Until 1992, the sample locations were noted on aerial photographs, transferred to topographic maps at scale 1:250 000, and then digitised. From 1992 onwards, the Global Positioning System (GPS) was used. As streams and lakes are variably offset from their location in the old topographic base (scale 1:250 000) all stream sediment sample sites have been adjusted to a new topographic in scale 1:500 000 base by manually moving the sample location to the proper new stream position.
Sample preparation and analysis: Sample bags were provisionally dried in the field before they were wrapped, packed and shipped to GEUS, Copenhagen. Samples were then oven-dried at 60°C and dry-sieved using two polyethylene screens. The fraction above 1 mm grain size was discarded, the 0.1 to 1 mm size fraction stored, and the
The record of analytical treatment of samples throughout the long period of surveying is given in Steenfelt (1999). This report also gives a short description of each of the laboratories and analytical methods employed.
Quality control: The low-density stream sediment data presented here are extracted from the quality controlled and calibrated data used to produce a geochemical atlas of West and South Greenland (Steenfelt 2001). Steenfelt (1999) describes the methods used for selection of valid data and correction of analytical bias.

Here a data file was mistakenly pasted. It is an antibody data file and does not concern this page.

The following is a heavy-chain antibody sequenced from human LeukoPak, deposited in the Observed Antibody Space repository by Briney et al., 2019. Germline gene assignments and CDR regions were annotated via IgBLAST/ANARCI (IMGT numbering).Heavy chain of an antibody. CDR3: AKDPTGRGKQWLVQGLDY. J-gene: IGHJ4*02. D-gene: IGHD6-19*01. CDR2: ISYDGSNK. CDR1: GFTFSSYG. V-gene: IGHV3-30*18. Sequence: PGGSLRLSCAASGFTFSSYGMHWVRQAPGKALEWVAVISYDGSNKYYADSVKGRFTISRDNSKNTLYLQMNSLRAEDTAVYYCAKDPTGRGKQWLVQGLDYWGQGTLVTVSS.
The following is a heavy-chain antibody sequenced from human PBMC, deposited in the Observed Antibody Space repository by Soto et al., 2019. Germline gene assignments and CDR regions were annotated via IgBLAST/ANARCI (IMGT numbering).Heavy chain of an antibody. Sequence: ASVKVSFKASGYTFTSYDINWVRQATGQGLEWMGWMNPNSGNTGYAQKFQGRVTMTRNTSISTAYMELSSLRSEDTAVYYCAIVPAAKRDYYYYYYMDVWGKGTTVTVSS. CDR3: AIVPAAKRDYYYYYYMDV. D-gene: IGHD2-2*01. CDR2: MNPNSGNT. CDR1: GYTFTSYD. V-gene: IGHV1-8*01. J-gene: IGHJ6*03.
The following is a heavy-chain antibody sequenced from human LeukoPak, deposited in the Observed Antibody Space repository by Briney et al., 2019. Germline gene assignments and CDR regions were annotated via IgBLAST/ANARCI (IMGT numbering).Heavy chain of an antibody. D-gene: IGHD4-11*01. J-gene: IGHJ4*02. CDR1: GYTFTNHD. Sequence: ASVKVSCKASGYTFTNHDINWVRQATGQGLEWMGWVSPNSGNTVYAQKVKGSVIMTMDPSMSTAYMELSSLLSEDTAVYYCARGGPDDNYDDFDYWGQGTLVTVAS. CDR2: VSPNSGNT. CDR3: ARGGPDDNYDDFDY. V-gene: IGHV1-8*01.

Theme presentation: Au, As and Cu distributions are illustrated by coloured grid images using software (Oasis Montaj) provided by Geosoft Inc. The gridding was performed with the kriging method using a power model, a grid cell size of 5x5 km and a blanking distance of 5 km. The square outline of individual grid cells is seen at the margin of the grid image only. The software has a default interpolation procedure for smoothing boundaries between differently coloured cells similar to contouring. The colour scale giving class intervals for grid colours is constructed individually for each element and is guided by percentiles of the frequency distribution. The distribution of As, Sb and Rb is illustrated by combined grids – as a triplot grid.
Additional images of other geochemical elements and sample locations are available in Schjøth, F. & Steenfelt, A. (2004).Analytical data can be acquired from GEUS at cost.